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We all know that to maintain good eyes, we should wear appropriate sunglasses when outside or riding in a vehicle.  Our diet is important too, as we need to include green leafy vegetables, oily fish, eggs, nuts and beans.  If your job includes working with hazardous or airborne materials, you should wear safety glasses or protective goggles.  A trip to the optometrist or ophthalmologist once a year is a good habit to have and helps to assure that eye problems are caught soon. This is all important information which we have heard and learned throughout our lives.

There is another important step to maintaining our eyesight as we work in jobs which require intense use of our eyes and up-close work: look up and look away.  When I started working at the Iowa State University Library 38 years ago, my first supervisor told me to remember to rest my eyes.  She said I should look up about every 20 minutes and look off into the distance.  She explained that this would help to keep my eyes flexible and able to see both close up and things in the distance.  At the time, this was easy to do as the work space was open and one could easily see from one end of the long room to the other end.  Over the years, we have had much remodeling done to the office spaces, creating cubicles where each person works.  This does not always leave a good view to look up and out.  If this is the case in your office, it is good to get up and move about so you can look out.  This does not mean that you need to take a hike or daydream for several minutes, just 20 seconds every 20 minutes will do the job.

At some point, everyone will most likely need bifocals, trifocals, or reading glasses, but remembering to look up and look out will help to keep your eyes flexible and perhaps delay the addition of glasses to assist with close up work.

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It has been a wonderful year in the ISU Library Conservation Lab. We’re grateful for the coworkers, interns, and students who helped make this a productive year, and are looking forward to another fresh start in 2015 (after a well-deserved break, of course).  We wish you all a very happy holiday season!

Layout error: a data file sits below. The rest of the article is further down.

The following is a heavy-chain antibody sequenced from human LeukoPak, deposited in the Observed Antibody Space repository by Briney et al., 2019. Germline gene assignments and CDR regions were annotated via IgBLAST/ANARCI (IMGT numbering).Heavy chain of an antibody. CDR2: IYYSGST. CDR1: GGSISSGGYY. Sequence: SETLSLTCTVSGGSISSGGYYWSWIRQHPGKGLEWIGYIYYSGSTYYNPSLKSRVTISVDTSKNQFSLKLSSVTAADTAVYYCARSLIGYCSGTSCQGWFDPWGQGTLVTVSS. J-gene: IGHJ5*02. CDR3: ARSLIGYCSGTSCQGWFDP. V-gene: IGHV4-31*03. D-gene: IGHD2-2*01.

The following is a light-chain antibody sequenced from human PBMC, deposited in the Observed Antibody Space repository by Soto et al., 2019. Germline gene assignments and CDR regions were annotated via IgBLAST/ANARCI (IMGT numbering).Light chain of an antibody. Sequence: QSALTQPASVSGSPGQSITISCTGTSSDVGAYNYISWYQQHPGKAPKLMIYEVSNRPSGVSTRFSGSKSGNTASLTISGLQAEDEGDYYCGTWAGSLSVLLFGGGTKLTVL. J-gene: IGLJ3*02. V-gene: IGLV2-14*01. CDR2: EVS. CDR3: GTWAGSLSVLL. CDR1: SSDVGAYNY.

I work in a department that has very little IT support, and as web development is constantly in a state of change, I need to do my own research to stay ahead of the curve. One of the best free* sites to learn about all things related to web development is www.w3schools.com. Our department also has unlimited access to www.lynda.com, but that’s not available for some. Plus, www.lynda.com gets bogged down in lessons and tutorials which can go on for hours, when sometimes a quick brush-up or how-to is all that’s needed. This allows me to get right back into my web page and implement my new idea. The site w3schools has quick, clear, easily defined answers which allow me to explore within each development tool. It has both tutorials and reference lists for HTML, CSS, JavaScript, SQL, PHP, and JQuery. The site also includes a section on web certificates, and contains an interactive color picker. What am I talking about? This site is very interactive! Not only can you read about each tool/technique, but also with its sandboxing of examples, you can try out the tools for yourself and see live results. If that’s not enough to get you started, there are over a thousand examples to peruse in your own time. This website makes it so easy that a very beginner to an advanced web designer can utilize it to its greatest potential. Best of all, it is constantly being updated. A very active and knowledgeable forum rounds out the website, so when you are still confused about actions and code writing, answers are just a click away.